SPServices, XML, JSON, and REST–Thoughts?

3 minute read

Over the last few months, I’ve had a couple of requests for SPServices to emit JavaScript Object Notation (JSON) in addition to Extensible Markup Language (XML). This is probably a natural progression, as SharePoint developers are becoming more familiar with the JSON approach, which IMO has been traditionally known far better by Web developers.

In my simplistic view, JSON and XML are simply different notation methods for passing data from one place to another. One doesn’t seem grandly better or worse than the other, though there are some key differences. These are the differences as I see them with no research on the concepts. (I sometimes like to keep my mind free of the conventional wisdom, as it can clutter the simplicities of the topic.)

  • XML has far more contextual padding. Every data value in XML has the familiar <wrapper>around it</wrapper>.
  • JSON is lighter, in that it only has delimiters like {}, commas, and [].
  • JSON is more “modern”, meaning newer. That alone is often enough of a driver for people to switch, though it’s hardly a good reason other than for resume build-out.
  • Both methods must deal with characters which have other meanings in an HTTP request. Those characters are delimited so that they can be passed without being interpreted with their reserved meanings.
  • To use either method, the developer must understand the internal structure of the data. While both have implied structure, it’s no different than the old client-server or EDI days: you must understand what you are getting in those containers in order to make sense of it.

Both methods have their plusses and minuses, but to me it’s simply another religious debate like PCs vs. MACs. Both get the job done, and there are times when one may have an advantage (however slight) over the other. I’m absolutely certain that there are volumes of rants pushing in either direction all over the InterWebs.

When I started working on SPServices, SharePoint 2010 wasn’t yet generally available, though I think that there was probably a CTP or something out there; I just didn’t have access to it. Because of that, and because JSON wasn’t yet as predominant as it is now (boy, things can change fast!), I simply focused on getting the XML out and in.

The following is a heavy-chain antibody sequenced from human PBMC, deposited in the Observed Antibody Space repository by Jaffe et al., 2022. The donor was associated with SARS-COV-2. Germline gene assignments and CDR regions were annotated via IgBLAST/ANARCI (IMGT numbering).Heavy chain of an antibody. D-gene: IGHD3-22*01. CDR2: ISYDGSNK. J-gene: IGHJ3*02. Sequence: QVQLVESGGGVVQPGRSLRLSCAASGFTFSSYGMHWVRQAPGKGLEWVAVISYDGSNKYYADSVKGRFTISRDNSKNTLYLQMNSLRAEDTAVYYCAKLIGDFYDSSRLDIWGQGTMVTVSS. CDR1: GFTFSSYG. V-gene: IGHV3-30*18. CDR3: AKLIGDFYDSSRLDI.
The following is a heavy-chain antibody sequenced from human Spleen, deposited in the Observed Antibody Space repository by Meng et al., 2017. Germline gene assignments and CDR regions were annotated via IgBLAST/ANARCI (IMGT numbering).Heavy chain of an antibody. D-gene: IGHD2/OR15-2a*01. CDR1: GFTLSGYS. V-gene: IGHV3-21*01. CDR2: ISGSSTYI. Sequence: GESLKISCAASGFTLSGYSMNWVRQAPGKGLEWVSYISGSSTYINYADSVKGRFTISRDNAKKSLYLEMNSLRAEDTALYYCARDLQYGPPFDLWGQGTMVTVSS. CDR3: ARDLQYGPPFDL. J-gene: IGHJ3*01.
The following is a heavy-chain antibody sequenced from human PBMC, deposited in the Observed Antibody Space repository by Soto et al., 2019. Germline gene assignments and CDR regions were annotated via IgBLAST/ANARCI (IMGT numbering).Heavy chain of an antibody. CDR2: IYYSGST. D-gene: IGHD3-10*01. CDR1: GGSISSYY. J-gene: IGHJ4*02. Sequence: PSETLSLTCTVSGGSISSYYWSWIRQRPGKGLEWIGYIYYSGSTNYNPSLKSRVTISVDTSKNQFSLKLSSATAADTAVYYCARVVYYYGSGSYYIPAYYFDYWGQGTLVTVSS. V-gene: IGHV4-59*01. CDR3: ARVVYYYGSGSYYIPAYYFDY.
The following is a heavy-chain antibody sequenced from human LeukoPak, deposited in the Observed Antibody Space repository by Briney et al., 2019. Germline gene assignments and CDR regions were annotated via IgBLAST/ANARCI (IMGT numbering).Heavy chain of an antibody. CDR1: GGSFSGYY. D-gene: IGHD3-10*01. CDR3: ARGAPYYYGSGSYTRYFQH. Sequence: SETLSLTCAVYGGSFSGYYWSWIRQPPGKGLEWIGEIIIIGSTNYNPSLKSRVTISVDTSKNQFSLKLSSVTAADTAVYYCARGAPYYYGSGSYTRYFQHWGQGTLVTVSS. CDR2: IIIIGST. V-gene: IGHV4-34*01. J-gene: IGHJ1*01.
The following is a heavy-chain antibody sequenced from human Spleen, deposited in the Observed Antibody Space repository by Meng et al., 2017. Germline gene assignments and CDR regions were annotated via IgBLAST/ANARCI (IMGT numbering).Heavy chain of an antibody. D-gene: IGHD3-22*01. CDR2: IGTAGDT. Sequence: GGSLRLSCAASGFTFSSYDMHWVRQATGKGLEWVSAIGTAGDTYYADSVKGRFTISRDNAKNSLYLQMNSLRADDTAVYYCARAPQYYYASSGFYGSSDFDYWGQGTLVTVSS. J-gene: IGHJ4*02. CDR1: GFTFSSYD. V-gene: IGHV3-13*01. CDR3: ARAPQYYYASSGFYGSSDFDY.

SharePoint 2007’s Web Services (.asmx) only emit XML. You pass a Simple Object Access Protocol (SOAP) request to the Web Service and the Web Service passes XML back. QED. SharePoint 2010 has added the Client Object Model (Client OM), which allows you to retrieve data in the JSON format via those RESTFul services (.svc).

Adding an XML to JSON translation service to SPServices is certainly an appealing idea. I’ve balked a bit, figuring that anyone who knew enough to ask for it also knew enough to find a plugin to convert XML to JSON or to build one. And then maybe they’d even contribute it to SPServices (wink, wink). Also, SharePoint developers (most of whom are .NET developers) may not be as familiar with JSON as XML, though clearly that is changing.

Another tenet I’ve tried to live by with SPServices is to not have *any* reliance on other plugins besides the jQuery library itself. This makes maintenance easier, if nothing else. That’s why I’ve avoided trying or recommending any other plugins which might emit JSON or building any ties to them.

Remember that I cannot tell the SharePoint Web Services what to pass: they pass XML. What I *could* do is add a translation facility, which would obviously add overhead to the process. This definitely would be a performance hit; there’s no way around that.

So, if you are an SPServices user, what are your thoughts on XML vs. JSON? Can you give any concrete examples of why you *really, *really* need JSON?



  1. I was just reading articles about JsonML when I was notified of your post…

    I wouldn’t make it a strict rule to exclude plugins or libraries. After all, you’ve accepted to systematically work with jQuery in the first place (I haven’t). For example, JSON.parse and JSON.stringify were plugins before becoming mainstream.

    The format choice is also bound to the tools available. XML is a natural choice when working with xslt, and JSON works well with JavaScript/jQuery. I expect the templating trend to continue, and that will make JSON more relevant for client side code.

    Also, I think your reflection should go beyond the simple data format. It’s also about whether the new REST interface has its place in SPServices.

    • Christophe: